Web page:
Opinion

Ian Bremmer

Rocking the vote may not rock the boat

Ian Bremmer
Nov 6, 2012 19:59 UTC

This week — chads willing — Americans will finally put an end to four years’ worth of electoral Sturm und Drang. Only then can the country begin to ask the question that matters much more than who will win: Will anything change? On foreign policy, it’s increasingly clear that the answer is, for the most part, no.

Likewise, this week — politburo willing — the Chinese will finally put an end to a year of bureaucratic angst. The powers that be hope that once a new president is installed, the Communist Party can put months of scandal behind it (Bo Xilai’s trial and Wen Jiabao’s family fortune, to name just a couple) and start to answer the question they’re most eager to put to bed: Will anything change in a new regime? On foreign policy, it’s increasingly clear that the answer is — you guessed it — for the most part, no.

In a volatile world, American and Chinese foreign policies appear, at least for the next few years, set in stone.

Americans — the people, not the politicians — don’t particularly care about foreign policy at the moment. The economic recovery, which few link directly to foreign policy questions, is too important. Anyone who watched the final presidential debate — ostensibly focused on foreign policy — saw two candidates who worked their way back to domestic issues at every opportunity. After a question about forcing Hosni Mubarak from office, for example, President Barack Obama said, “It’s very hard for us to project leadership around the world when we’re not doing what we need to do here at home.” Romney answered a question on America’s role in the world with a critique of teachers unions.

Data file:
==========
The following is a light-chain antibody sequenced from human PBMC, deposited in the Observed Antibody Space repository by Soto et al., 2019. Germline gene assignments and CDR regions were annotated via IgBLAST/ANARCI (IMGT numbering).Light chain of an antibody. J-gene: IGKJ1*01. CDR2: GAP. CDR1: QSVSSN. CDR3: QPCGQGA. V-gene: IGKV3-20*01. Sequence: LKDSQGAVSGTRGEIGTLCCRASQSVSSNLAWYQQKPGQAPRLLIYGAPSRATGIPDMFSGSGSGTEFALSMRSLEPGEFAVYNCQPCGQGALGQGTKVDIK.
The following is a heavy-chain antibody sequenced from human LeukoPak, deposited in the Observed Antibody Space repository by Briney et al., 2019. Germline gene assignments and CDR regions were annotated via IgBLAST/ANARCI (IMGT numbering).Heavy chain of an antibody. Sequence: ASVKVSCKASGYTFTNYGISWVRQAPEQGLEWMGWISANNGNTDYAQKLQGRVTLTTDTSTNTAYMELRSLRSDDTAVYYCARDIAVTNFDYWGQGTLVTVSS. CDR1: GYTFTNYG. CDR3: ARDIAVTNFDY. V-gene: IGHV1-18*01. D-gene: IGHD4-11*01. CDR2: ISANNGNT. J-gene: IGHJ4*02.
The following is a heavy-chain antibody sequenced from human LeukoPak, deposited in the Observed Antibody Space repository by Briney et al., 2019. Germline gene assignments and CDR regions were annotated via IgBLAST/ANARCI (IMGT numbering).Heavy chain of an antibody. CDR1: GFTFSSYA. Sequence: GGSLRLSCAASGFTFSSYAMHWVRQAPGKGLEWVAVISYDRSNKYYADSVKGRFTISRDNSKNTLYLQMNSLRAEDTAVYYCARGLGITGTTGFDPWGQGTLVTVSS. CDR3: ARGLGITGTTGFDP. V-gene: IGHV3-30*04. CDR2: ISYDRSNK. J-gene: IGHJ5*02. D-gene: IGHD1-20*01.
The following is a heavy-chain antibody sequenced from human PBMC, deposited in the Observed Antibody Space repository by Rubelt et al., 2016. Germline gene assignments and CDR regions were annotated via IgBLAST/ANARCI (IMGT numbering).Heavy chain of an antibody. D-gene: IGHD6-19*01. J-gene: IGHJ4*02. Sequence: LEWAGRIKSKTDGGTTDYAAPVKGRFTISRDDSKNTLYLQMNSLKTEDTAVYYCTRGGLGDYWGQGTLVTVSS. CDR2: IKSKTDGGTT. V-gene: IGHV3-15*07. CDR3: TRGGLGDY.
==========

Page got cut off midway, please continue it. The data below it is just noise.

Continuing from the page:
When the candidates weren’t pivoting, they were mirroring one another. Obama and Mitt Romney have different orientations toward the world, but their actual policies are remarkably similar. Both embrace the tactical value of drones; both think Europe’s economic problems deserve benign neglect; both favor free trade. Neither candidate is willing to take a more assertive stance on Syria; both want to get out of Afghanistan and impose tough sanctions on Iran.

Romney’s only path forward: Back the way he came

Ian Bremmer
Oct 3, 2012 15:27 UTC

Six months ago, the U.S. election was about the economy, and little else. Nearly everyone agreed that for Mitt Romney to win, he’d have to exploit Barack Obama’s glaring weakness: an economy that was as stubborn as the Congress that refused to rescue it. Unemployment was high, Europe’s future was uncertain and the markets were volatile. Not coincidentally, polls showed the two men neck and neck.

But now Mitt Romney has kicked off the week of the first presidential debate – which is focused on domestic policy – with a foreign policy op-ed in the Wall Street Journal. Noting the recent protests over the Innocence of Muslims video and the Iranian nuclear program, Romney writes: “These developments are not, as President Obama says, mere ‘bumps in the road.’ They are major issues that put our security at risk.” Obama’s now just as vulnerable on foreign policy as on the economy, and Romney seems to realize it. So what’s the problem? Voters are still basing their decision overwhelmingly on the economy. Romney has flipped the electoral script, but it’s not a winning strategy. He would be wise to get back on message before it’s too late (which it already may be).